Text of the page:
I'm posting a review today to take part in Shannon Messenger's marvelous meme. If you don't follow her already, get your butt over to her blog. She's hysterical.
This week, I'm reviewing The Dragon's Tooth by N.D. Wilson. I had to write about it for school, so that's doubling as my review. I was gifted a copy by the author, but these thoughts are completely my own.
Also: The entire time, I imagined Wes Bentley/Seneca Crane as Rupert Greeves. (When I looked it over again, I realized that he's black, a detail I missed the first time. It doesn't change the epicosity level, though.)
For two years, Cyrus and Antigone Smith have run a sagging roadside motel with their older brother, Daniel. Nothing ever seems to happen. Then a strange old man with bone tattoos arrives, demanding a specific room.
Less than 24 hours later, the old man is dead. The motel has burned, and Daniel is missing. And Cyrus and Antigone are kneeling in a crowded hall, swearing an oath to an order of explorers who have long served as caretakers of the world's secrets, keepers of powerful relics from lost civilizations, and jailers to unkillable criminals who have terrorized the world for millennia.
N. D. Wilson, author of Leepike Ridge and 100 Cupboards, returns with an imagination-capturing adventure that inventively combines the contemporary and the legendary.
I don't read children's books very often, but when I happened to find myself with a copy of The Dragon's Tooth, I decided to give it a try. And I don't regret it. It was filled with a wide array of characters, all completely unique and different. My only complaint, character-wise, is that the main characters, Cyrus and Antigone Smith, seemed older than their respective 11 and 13 years.
My second problem was the perspective changes. Mostly, the book followed "Cy" and "Tigs," but there are the occasional switches; you get glimpses into the minds of minor characters once in a while, and it often slows the pace.
The best idea, though, was probably the man who launched the siblings’ adventure: an old friend of their deceased father, William Skelton, alias Billy Bones. He's intelligent, fearless, and a tragic character. You glean all this from the few pages he remains alive in.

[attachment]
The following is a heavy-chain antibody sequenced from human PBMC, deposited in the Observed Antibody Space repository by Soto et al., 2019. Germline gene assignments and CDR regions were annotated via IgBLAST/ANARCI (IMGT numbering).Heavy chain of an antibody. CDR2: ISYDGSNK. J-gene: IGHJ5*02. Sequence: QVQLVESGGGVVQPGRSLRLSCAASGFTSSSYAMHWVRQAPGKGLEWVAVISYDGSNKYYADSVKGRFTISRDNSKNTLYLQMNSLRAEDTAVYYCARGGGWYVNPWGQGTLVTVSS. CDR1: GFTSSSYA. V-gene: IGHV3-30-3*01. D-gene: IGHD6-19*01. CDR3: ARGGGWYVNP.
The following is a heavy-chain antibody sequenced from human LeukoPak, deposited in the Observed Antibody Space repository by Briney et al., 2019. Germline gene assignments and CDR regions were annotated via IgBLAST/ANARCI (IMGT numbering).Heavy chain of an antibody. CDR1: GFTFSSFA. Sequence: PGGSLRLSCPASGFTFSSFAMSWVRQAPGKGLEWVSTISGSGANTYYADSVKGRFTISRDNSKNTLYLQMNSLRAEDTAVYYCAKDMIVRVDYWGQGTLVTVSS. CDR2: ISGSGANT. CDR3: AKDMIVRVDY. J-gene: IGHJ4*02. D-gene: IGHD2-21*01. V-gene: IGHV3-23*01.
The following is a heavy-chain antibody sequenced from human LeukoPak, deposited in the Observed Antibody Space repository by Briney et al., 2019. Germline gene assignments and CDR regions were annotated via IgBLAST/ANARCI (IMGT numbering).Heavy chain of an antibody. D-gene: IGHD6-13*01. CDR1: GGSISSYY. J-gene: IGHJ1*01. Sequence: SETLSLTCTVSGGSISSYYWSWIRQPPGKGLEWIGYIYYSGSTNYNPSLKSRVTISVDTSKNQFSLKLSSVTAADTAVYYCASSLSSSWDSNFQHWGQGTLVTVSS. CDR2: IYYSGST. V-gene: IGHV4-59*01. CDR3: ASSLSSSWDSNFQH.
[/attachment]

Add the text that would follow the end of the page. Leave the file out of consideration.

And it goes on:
I really loved the plot. It starts out bizarre, but when things settle down, they're mind-blowing. You have lightning bugs, which electrocute the entire area when their glass cases are smashed. There's Patricia the patrik, a snake that disappears whenever she swallows her tail. Most brilliant of all, though, was the antagonist: Dr. Phoenix, also known as Mr. Ashes, depending on his mood and the presence of a dirty and mysterious lab coat.
As a bonus, The Dragon's Tooth employs one of my favorite plot ideas of all time; I love when authors inundate history into their books. There are famous people mentioned in The Dragon's Tooth. Amelia Earhart has "explorer" status in the exclusive club the book centers around. A minor antagonist is an immortal named Maxi--short for Maximilian Robespierre.
Overall, The Dragon's Tooth was brilliant. I enjoyed it a lot and I'm sure that if I had read it five years ago, it would have easily topped my list of favorites.
Rating: 4 stars. Very good
Current Music: Forever on the Dance Floor--covered by Mike Tompkins (originally by Chris Brown)